Really bumming as I have been using Opera for two years and if I can't resolve it I will not be able to use it.
I can switch to Firefox but I don't want to.

Solutions/Answers:

Answer 1:

It looks like it’s a bug in Opera 11.6+: http://my.opera.com/community/forums/topic.dml?id=1157352&t=1323469056&page=1#comment10836852

I’m zooming the web page when writing emails now (and zooming out when done). Works quite nice (and you get the editor ~fullscreen 🙂

[Note from michael: Accepted this as it “answers” the question, but also see workaround below!]

Answer 2:

This comment provides a style-sheet fix:

  1. Create a file containing this: .LW-avf {font-size: small !important;}

  2. Save this file as gmail.user.css into the Opera folder /usr/share/opera/styles/

  3. Log in to your Gmail account. RIGHT click on any empty space and select “Edit Site Preferences”. Select the “Display” tab. Go to “My
    style sheet” textbox and browse for the gmail.user.css file.

Then reload the page.

Answer 3:

According to this Gmail support discussion the cause of this problem is that Opera used to have the font too large in gmail, for which Google created an Opera-specific fix.

In 11.60, Opera fixed their bug, but Google has yet to remove their fix, so that the now too small text returns back to its normal size.

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How do I create a superuser from the command line in Ubuntu? [duplicate]

How do I create a superuser from the command line in Ubuntu? [duplicate]


Possible Duplicate:
How to create a admin user on ubuntu 

How can I create a superuser in Ubuntu 11.10? I need to create it using the command line.
Either we could change a normal user to become a superuser, or we could create a superuser right away.

Solutions/Answers:

Answer 1:

You can create a new user simply using the adduser(8) command.

To make it a user capable of performing sudo, add him to the sudo group using either of the following commands:

sudo usermod -a -G sudo <username>
sudo adduser <username> sudo

This works because the sudo group is predefined in /etc/sudoers. Note though that older versions of Ubuntu will use admin as group instead:

Until Ubuntu 11.10, the Unix group for administrators with root privileges through sudo had been admin. Starting with Ubuntu 12.04 LTS, it is now sudo, for compatibility with Debian and sudo itself. However, for backwards compatibility, admin group members are still recognized as administrators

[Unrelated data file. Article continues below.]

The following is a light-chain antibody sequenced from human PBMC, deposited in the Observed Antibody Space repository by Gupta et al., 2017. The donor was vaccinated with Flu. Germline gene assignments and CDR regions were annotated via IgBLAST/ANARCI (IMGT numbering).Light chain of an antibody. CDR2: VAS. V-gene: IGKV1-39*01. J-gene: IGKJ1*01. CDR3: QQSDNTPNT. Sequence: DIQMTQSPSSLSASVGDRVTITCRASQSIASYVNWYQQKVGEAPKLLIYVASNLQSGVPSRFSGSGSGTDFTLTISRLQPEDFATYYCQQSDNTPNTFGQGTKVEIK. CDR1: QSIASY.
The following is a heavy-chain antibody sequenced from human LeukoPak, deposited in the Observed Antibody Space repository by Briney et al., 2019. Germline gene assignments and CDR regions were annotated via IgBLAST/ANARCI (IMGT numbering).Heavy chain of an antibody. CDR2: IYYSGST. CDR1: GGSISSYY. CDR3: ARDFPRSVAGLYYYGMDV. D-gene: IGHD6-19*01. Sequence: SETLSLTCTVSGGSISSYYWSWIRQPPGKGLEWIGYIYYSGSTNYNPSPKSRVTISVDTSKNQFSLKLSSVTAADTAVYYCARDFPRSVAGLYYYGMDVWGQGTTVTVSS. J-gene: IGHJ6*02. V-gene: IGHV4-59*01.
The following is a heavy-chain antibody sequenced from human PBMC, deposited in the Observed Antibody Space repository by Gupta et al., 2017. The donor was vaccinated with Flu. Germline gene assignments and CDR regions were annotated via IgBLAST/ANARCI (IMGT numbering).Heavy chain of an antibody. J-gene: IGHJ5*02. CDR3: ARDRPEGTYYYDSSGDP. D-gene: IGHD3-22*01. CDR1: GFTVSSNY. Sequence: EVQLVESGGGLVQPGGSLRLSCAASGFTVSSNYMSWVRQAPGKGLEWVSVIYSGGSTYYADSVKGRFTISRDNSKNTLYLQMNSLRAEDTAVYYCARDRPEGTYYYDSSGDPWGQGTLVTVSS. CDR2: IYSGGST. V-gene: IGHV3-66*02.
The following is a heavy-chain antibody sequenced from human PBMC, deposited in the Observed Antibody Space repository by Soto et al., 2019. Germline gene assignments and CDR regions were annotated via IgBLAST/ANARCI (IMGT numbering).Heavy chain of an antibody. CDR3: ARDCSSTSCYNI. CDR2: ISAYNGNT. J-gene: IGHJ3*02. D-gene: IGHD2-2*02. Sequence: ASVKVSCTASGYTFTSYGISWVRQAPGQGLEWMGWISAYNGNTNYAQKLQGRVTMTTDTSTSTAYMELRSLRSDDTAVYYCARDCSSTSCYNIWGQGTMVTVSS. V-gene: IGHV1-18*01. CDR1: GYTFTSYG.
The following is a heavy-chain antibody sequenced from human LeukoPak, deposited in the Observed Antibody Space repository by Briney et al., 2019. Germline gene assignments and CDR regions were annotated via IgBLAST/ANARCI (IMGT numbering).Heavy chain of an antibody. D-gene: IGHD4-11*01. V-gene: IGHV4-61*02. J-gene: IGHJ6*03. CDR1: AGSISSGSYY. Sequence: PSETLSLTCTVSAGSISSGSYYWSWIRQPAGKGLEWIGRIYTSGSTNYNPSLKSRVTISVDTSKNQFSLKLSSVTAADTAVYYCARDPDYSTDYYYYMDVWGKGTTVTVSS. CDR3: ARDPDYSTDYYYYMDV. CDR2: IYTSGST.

For any other customization, refer to the Sudoers documentation.

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Forgot passphrase for encrypted USB drive

Forgot passphrase for encrypted USB drive

I accidentally set a passphrase on my USB drive using Ubuntu Disk Utility and I don't remember it. I tried formatting the USB drive, but it doesn't allow it.
I've tried to do it in both Ubuntu and Windows. What should I do?

Solutions/Answers:

Answer 1:

Try to call up the Disk Utility again on the same computer which you used to encrypt the external disk. If you have used the “Remember forever” option the passphrase will still be there:

image1

If this doesn’t work and you absolutely don’t remember the passphrase, the contents of the disk are lost since they were encrypted using this passphrase. Your only remaining option is then to use the Disk Utility to format the volume again to remove the encryption, therefore losing all data (but at least regaining an empty and usable disk).

image2

Answer 2:

Assuming your data is gone and lost, I would format the drive using dd

sudo dd if=/dev/zero of=/dev/USB_DEVICE

changing USB_DEVICE to the correct one (on my ubuntu, the only pen drive plugged is said to be /dev/sdb)

mind not to type numbers after the device, because that will only erase the single partition, while you probably want to have at out-of-factory status

Answer 3:

You should be able to completly format the USB drive with GNU parted from the Ubuntu system. If you are not sure which /dev the drive gets assigned just keep an eye on /var/log/messages when plugging it using sudo tail -f /var/log/messages. A message will appear there when you plug the drive so you can identify it in order to format it with parted.

Then format the partition with /sbin/mkfs -t ext3 /dev/sdc1 (if you want ext3 of course) . Perhaps this step is the only real necessary.